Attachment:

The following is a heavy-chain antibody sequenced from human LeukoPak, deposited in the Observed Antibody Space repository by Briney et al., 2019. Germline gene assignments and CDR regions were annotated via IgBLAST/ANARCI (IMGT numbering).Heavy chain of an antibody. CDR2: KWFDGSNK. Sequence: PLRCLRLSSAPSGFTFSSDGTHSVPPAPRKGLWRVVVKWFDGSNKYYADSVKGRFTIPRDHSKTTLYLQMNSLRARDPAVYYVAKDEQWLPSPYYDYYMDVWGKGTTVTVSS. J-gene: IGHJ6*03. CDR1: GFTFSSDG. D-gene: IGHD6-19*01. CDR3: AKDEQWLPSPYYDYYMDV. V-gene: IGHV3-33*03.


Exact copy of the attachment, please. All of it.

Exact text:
The following is a heavy-chain antibody sequenced from human LeukoPak, deposited in the Observed Antibody Space repository by Briney et al., 2019. Germline gene assignments and CDR regions were annotated via IgBLAST/ANARCI (IMGT numbering).Heavy chain of an antibody. CDR2: KWFDGSNK. Sequence: PLRCLRLSSAPSGFTFSSDGTHSVPPAPRKGLWRVVVKWFDGSNKYYADSVKGRFTIPRDHSKTTLYLQMNSLRARDPAVYYVAKDEQWLPSPYYDYYMDVWGKGTTVTVSS. J-gene: IGHJ6*03. CDR1: GFTFSSDG. D-gene: IGHD6-19*01. CDR3: AKDEQWLPSPYYDYYMDV. V-gene: IGHV3-33*03.